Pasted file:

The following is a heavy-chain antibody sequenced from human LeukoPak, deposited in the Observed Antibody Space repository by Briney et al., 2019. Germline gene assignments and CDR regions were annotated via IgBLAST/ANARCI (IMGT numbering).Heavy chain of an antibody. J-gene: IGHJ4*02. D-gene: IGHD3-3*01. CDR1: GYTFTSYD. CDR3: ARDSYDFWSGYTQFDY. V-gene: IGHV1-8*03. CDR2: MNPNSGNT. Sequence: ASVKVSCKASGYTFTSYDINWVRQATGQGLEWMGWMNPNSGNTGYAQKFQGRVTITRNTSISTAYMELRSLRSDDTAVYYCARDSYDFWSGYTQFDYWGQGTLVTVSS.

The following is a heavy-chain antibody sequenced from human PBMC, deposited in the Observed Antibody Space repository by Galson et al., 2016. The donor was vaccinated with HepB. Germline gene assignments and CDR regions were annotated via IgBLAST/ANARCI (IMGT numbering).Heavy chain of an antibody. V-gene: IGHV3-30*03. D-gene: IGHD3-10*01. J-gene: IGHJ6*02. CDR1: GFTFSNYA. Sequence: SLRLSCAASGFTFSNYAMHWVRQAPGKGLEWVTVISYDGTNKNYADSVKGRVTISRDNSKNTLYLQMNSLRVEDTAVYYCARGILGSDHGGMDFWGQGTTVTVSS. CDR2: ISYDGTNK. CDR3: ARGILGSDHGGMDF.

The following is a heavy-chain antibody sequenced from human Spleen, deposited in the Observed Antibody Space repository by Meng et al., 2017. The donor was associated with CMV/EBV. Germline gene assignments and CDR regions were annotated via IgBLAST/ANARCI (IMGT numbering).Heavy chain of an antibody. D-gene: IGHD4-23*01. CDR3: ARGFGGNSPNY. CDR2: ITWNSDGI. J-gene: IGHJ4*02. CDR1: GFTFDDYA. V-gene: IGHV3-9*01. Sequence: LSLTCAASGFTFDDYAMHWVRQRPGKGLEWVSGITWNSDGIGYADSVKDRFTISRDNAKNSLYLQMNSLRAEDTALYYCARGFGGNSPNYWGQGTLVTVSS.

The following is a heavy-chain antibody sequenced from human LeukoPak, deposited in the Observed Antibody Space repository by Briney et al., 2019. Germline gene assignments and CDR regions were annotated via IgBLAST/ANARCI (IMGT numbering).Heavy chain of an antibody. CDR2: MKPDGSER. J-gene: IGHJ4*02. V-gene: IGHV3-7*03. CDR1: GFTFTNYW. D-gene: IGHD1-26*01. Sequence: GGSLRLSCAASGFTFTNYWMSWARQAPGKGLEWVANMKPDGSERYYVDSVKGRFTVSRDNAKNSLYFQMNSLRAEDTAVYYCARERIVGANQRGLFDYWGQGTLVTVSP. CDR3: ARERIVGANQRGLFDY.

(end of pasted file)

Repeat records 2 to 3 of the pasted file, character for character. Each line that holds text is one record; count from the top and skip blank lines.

The following is a heavy-chain antibody sequenced from human PBMC, deposited in the Observed Antibody Space repository by Galson et al., 2016. The donor was vaccinated with HepB. Germline gene assignments and CDR regions were annotated via IgBLAST/ANARCI (IMGT numbering).Heavy chain of an antibody. V-gene: IGHV3-30*03. D-gene: IGHD3-10*01. J-gene: IGHJ6*02. CDR1: GFTFSNYA. Sequence: SLRLSCAASGFTFSNYAMHWVRQAPGKGLEWVTVISYDGTNKNYADSVKGRVTISRDNSKNTLYLQMNSLRVEDTAVYYCARGILGSDHGGMDFWGQGTTVTVSS. CDR2: ISYDGTNK. CDR3: ARGILGSDHGGMDF.

The following is a heavy-chain antibody sequenced from human Spleen, deposited in the Observed Antibody Space repository by Meng et al., 2017. The donor was associated with CMV/EBV. Germline gene assignments and CDR regions were annotated via IgBLAST/ANARCI (IMGT numbering).Heavy chain of an antibody. D-gene: IGHD4-23*01. CDR3: ARGFGGNSPNY. CDR2: ITWNSDGI. J-gene: IGHJ4*02. CDR1: GFTFDDYA. V-gene: IGHV3-9*01. Sequence: LSLTCAASGFTFDDYAMHWVRQRPGKGLEWVSGITWNSDGIGYADSVKDRFTISRDNAKNSLYLQMNSLRAEDTALYYCARGFGGNSPNYWGQGTLVTVSS.